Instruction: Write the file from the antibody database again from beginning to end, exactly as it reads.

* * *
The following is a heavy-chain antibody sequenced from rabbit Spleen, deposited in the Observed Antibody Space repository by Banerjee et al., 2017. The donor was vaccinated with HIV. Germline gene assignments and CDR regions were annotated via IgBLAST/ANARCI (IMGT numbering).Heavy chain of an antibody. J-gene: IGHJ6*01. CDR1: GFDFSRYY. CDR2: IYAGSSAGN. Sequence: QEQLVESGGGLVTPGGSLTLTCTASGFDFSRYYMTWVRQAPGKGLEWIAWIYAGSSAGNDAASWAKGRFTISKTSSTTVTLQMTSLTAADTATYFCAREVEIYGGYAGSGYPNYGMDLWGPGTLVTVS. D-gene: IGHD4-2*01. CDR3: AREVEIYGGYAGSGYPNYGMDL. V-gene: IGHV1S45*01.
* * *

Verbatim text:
The following is a heavy-chain antibody sequenced from rabbit Spleen, deposited in the Observed Antibody Space repository by Banerjee et al., 2017. The donor was vaccinated with HIV. Germline gene assignments and CDR regions were annotated via IgBLAST/ANARCI (IMGT numbering).Heavy chain of an antibody. J-gene: IGHJ6*01. CDR1: GFDFSRYY. CDR2: IYAGSSAGN. Sequence: QEQLVESGGGLVTPGGSLTLTCTASGFDFSRYYMTWVRQAPGKGLEWIAWIYAGSSAGNDAASWAKGRFTISKTSSTTVTLQMTSLTAADTATYFCAREVEIYGGYAGSGYPNYGMDLWGPGTLVTVS. D-gene: IGHD4-2*01. CDR3: AREVEIYGGYAGSGYPNYGMDL. V-gene: IGHV1S45*01.